Because Gretchen and I are both full-time peacebuilders, we did not find the material or the tasks all that game-changing (pun intended). More importantly, our teammates and others who spoke at the weekly all hands meeting clearly did find the initiatives transformative and that is what matters.

Our teammates were typical. One is a retired realtor, the other a minister of a church in rural Canada. Neither had any significant prior experience as peacebuilders. We watched each of them come up with things they could in their home communities. Although we didn’t get to spend as much time with other players, it was clear that playing the game struck a chord.

The final score for our game haven’t been tallied. But as of last week, the nearly 150 people who have played the game seriously have engaged in thousands of activities. None alone is going to change the world. However, as we saw with our teammates, playing the game helps change people’s mindsets and build new habits—as behavioral change theory would lead one to expect.

Its Strategy and Aspirations

Therein lies its potential, because Gershon and the rest of the Peace on Earth by 2030 team are definitely ambitious. They want to get at least 40,000,000 people to have completed playing the game by 2030. Those players, in turn, will create at least 10,000 place based Zones of Peace in communities around the world. Both represent a portion of the global population of people and communities that theorists tell us would lead to a tipping point after which support for peacebuilding would become in the late Everett Rogers’ terms, unstoppable.

I could them at least getting near those goals. They still have to flesh out their strategies. But again the potential is there. The game rolls out by helping people change their own behavior and then begin impacting others through what one friend who played the game with a team of her co-workers called a series of concentric circles. She then likened them to blowing on a dandelion and having its seeds scatter and start new plants all around you.

We were blown away, too, by a group of teenage girls from Afghanistan who have been playing the game for a few months. Some live in refugee camps in Pakistan. Others are still in Afghanistan and are playing the game in part because they are not allowed to go to school. David and his team are also in the process of setting up those Peace on Earth Zones in cities around the world through which people can adapt the game and apply is principles without the constraints imposed by the on line format.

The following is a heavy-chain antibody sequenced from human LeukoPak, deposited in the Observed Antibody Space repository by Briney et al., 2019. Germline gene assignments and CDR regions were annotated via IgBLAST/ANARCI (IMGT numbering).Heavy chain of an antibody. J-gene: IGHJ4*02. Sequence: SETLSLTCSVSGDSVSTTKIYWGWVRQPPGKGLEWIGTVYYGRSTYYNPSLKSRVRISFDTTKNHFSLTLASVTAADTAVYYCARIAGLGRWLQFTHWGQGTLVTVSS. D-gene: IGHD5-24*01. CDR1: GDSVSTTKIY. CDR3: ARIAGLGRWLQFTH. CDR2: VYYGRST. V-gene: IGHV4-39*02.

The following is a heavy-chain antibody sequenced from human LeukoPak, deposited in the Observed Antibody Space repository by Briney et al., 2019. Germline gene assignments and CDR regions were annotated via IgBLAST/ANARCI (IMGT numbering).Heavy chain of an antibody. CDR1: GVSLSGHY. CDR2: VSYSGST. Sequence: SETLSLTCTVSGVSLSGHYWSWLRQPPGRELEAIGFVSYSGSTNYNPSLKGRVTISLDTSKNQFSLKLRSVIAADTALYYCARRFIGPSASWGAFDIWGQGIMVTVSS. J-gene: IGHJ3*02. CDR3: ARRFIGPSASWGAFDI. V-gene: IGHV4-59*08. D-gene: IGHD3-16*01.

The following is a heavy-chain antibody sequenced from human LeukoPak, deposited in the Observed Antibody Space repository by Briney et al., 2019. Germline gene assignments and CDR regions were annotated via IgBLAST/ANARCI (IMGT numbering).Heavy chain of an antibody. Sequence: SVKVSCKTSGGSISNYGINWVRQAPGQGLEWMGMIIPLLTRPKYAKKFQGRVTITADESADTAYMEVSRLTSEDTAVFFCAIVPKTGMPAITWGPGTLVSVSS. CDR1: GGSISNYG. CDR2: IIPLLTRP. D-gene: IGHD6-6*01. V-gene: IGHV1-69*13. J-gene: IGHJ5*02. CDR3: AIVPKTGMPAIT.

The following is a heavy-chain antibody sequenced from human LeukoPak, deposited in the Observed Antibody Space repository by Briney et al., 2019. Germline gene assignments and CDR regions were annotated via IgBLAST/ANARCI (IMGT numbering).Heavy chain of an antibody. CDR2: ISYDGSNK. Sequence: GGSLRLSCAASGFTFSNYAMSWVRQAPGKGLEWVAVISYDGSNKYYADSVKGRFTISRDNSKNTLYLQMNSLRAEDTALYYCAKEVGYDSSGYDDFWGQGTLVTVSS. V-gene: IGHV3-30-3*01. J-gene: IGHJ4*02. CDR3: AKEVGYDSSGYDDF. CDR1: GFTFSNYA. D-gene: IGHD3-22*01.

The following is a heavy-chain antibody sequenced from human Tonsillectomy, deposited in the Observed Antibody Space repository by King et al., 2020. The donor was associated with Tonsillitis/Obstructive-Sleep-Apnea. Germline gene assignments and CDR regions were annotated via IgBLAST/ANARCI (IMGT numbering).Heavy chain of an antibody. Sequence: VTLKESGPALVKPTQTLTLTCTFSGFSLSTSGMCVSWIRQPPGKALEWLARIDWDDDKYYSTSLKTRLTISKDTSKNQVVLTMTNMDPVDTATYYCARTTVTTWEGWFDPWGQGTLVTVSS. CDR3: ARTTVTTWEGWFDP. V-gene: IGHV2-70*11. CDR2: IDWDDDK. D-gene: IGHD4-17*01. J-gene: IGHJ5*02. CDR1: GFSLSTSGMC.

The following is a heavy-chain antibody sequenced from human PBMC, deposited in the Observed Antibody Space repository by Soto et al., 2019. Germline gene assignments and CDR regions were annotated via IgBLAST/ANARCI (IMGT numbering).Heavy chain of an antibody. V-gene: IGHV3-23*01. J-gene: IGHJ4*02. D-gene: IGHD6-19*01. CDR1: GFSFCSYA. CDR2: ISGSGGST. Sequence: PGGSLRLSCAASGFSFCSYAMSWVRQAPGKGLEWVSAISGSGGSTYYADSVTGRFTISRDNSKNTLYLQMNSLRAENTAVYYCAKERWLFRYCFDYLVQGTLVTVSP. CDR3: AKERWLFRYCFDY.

Personally, I prefer organizations that stress changing cultural norms so that people truly see why they adopt certain strategies and how they could lead to a paradigm shift or even incremental change. At the same time, I know that other approaches work for people with different tastes, values, and learning styles. And, in this case, there is not question that the Peace in 2030 Game can reach a lot of people and do so quite quickly.

Even if they only reach ten percent of those goals by the end of the decade, they will have accomplished more than any grassroots peacebuilding organization has even dreamed of. Which is the main reason we decided to play the game and are bringing our results back to the larger team at AfP as we get the Peacebuilding Starts at Home project off the ground.

The Bottom Line

The game is not for everybody.

To begin with, in its current form, it is very time consuming. Developing ways of playing it off line or in a self-paced way or turning individual participation into Zones of Peace are all still works in progress.

Moreover, I personally found that the project’s spiritual emphasis and the fact that it revolves so heavily around Gerson’s persona somewhat problematic.

Even if it isn’t for everyone, my teammates convinced me that the game is a valuable entry point for people who both know that they want to do build a more peaceable world but don’t know how they could go about doing so.

So, give it a try which you can do, again, by clicking this link to attend the next information session next week.

The views and opinions expressed in this article are those of the author and do not necessarily reflect the official policy or position of the Alliance for Peacebuilding or its members.